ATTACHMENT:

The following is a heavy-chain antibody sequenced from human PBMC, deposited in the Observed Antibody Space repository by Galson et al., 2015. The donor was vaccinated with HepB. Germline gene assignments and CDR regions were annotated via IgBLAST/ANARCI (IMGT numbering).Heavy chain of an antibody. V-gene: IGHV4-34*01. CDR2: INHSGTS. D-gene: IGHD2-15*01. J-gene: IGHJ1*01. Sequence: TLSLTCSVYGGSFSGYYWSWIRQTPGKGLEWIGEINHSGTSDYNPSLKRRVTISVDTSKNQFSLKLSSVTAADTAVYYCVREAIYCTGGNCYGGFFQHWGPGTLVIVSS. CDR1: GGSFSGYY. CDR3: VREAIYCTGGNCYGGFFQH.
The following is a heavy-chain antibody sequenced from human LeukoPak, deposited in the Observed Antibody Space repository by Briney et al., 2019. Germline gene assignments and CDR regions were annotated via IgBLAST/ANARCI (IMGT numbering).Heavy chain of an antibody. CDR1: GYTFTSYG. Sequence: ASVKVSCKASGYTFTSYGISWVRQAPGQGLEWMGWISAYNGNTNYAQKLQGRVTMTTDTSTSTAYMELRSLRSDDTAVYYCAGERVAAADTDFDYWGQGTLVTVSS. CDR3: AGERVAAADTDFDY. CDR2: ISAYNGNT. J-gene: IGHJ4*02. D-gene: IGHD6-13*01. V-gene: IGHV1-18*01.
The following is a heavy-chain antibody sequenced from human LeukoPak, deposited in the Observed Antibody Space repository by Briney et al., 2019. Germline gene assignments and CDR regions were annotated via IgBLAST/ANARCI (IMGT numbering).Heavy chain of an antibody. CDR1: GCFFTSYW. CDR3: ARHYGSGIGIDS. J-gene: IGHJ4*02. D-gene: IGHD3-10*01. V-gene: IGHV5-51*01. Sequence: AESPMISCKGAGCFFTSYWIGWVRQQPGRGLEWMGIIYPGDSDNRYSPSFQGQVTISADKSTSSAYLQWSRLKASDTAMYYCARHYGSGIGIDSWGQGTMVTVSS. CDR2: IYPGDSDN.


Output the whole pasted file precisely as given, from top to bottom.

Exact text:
The following is a heavy-chain antibody sequenced from human PBMC, deposited in the Observed Antibody Space repository by Galson et al., 2015. The donor was vaccinated with HepB. Germline gene assignments and CDR regions were annotated via IgBLAST/ANARCI (IMGT numbering).Heavy chain of an antibody. V-gene: IGHV4-34*01. CDR2: INHSGTS. D-gene: IGHD2-15*01. J-gene: IGHJ1*01. Sequence: TLSLTCSVYGGSFSGYYWSWIRQTPGKGLEWIGEINHSGTSDYNPSLKRRVTISVDTSKNQFSLKLSSVTAADTAVYYCVREAIYCTGGNCYGGFFQHWGPGTLVIVSS. CDR1: GGSFSGYY. CDR3: VREAIYCTGGNCYGGFFQH.
The following is a heavy-chain antibody sequenced from human LeukoPak, deposited in the Observed Antibody Space repository by Briney et al., 2019. Germline gene assignments and CDR regions were annotated via IgBLAST/ANARCI (IMGT numbering).Heavy chain of an antibody. CDR1: GYTFTSYG. Sequence: ASVKVSCKASGYTFTSYGISWVRQAPGQGLEWMGWISAYNGNTNYAQKLQGRVTMTTDTSTSTAYMELRSLRSDDTAVYYCAGERVAAADTDFDYWGQGTLVTVSS. CDR3: AGERVAAADTDFDY. CDR2: ISAYNGNT. J-gene: IGHJ4*02. D-gene: IGHD6-13*01. V-gene: IGHV1-18*01.
The following is a heavy-chain antibody sequenced from human LeukoPak, deposited in the Observed Antibody Space repository by Briney et al., 2019. Germline gene assignments and CDR regions were annotated via IgBLAST/ANARCI (IMGT numbering).Heavy chain of an antibody. CDR1: GCFFTSYW. CDR3: ARHYGSGIGIDS. J-gene: IGHJ4*02. D-gene: IGHD3-10*01. V-gene: IGHV5-51*01. Sequence: AESPMISCKGAGCFFTSYWIGWVRQQPGRGLEWMGIIYPGDSDNRYSPSFQGQVTISADKSTSSAYLQWSRLKASDTAMYYCARHYGSGIGIDSWGQGTMVTVSS. CDR2: IYPGDSDN.